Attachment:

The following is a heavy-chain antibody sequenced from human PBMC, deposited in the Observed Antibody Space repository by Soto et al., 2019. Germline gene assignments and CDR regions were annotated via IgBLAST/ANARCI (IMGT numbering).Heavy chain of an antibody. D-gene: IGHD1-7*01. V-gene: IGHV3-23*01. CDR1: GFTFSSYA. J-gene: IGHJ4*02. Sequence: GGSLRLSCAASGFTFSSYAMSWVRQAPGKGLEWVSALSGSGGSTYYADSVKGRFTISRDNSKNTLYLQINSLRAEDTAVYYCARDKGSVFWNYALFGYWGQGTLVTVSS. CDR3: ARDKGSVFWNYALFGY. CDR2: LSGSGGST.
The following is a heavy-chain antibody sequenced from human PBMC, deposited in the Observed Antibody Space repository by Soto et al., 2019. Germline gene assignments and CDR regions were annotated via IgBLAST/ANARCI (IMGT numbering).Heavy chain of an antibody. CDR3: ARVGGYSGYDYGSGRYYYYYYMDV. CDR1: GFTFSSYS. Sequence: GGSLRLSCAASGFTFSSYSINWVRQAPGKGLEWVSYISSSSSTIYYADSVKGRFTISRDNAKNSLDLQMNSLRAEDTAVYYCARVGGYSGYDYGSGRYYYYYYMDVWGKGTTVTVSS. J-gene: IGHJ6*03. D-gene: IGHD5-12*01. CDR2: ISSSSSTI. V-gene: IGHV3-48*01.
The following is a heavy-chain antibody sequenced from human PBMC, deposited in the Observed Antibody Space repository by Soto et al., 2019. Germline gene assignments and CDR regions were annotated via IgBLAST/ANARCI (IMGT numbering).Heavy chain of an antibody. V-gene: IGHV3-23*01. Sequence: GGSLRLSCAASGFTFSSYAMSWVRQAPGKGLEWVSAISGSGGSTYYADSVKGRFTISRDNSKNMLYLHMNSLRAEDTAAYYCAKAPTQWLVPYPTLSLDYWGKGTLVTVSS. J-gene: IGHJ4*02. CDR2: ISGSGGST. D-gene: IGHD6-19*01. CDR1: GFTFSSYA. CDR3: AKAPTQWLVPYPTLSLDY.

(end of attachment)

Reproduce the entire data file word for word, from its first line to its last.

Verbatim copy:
The following is a heavy-chain antibody sequenced from human PBMC, deposited in the Observed Antibody Space repository by Soto et al., 2019. Germline gene assignments and CDR regions were annotated via IgBLAST/ANARCI (IMGT numbering).Heavy chain of an antibody. D-gene: IGHD1-7*01. V-gene: IGHV3-23*01. CDR1: GFTFSSYA. J-gene: IGHJ4*02. Sequence: GGSLRLSCAASGFTFSSYAMSWVRQAPGKGLEWVSALSGSGGSTYYADSVKGRFTISRDNSKNTLYLQINSLRAEDTAVYYCARDKGSVFWNYALFGYWGQGTLVTVSS. CDR3: ARDKGSVFWNYALFGY. CDR2: LSGSGGST.
The following is a heavy-chain antibody sequenced from human PBMC, deposited in the Observed Antibody Space repository by Soto et al., 2019. Germline gene assignments and CDR regions were annotated via IgBLAST/ANARCI (IMGT numbering).Heavy chain of an antibody. CDR3: ARVGGYSGYDYGSGRYYYYYYMDV. CDR1: GFTFSSYS. Sequence: GGSLRLSCAASGFTFSSYSINWVRQAPGKGLEWVSYISSSSSTIYYADSVKGRFTISRDNAKNSLDLQMNSLRAEDTAVYYCARVGGYSGYDYGSGRYYYYYYMDVWGKGTTVTVSS. J-gene: IGHJ6*03. D-gene: IGHD5-12*01. CDR2: ISSSSSTI. V-gene: IGHV3-48*01.
The following is a heavy-chain antibody sequenced from human PBMC, deposited in the Observed Antibody Space repository by Soto et al., 2019. Germline gene assignments and CDR regions were annotated via IgBLAST/ANARCI (IMGT numbering).Heavy chain of an antibody. V-gene: IGHV3-23*01. Sequence: GGSLRLSCAASGFTFSSYAMSWVRQAPGKGLEWVSAISGSGGSTYYADSVKGRFTISRDNSKNMLYLHMNSLRAEDTAAYYCAKAPTQWLVPYPTLSLDYWGKGTLVTVSS. J-gene: IGHJ4*02. CDR2: ISGSGGST. D-gene: IGHD6-19*01. CDR1: GFTFSSYA. CDR3: AKAPTQWLVPYPTLSLDY.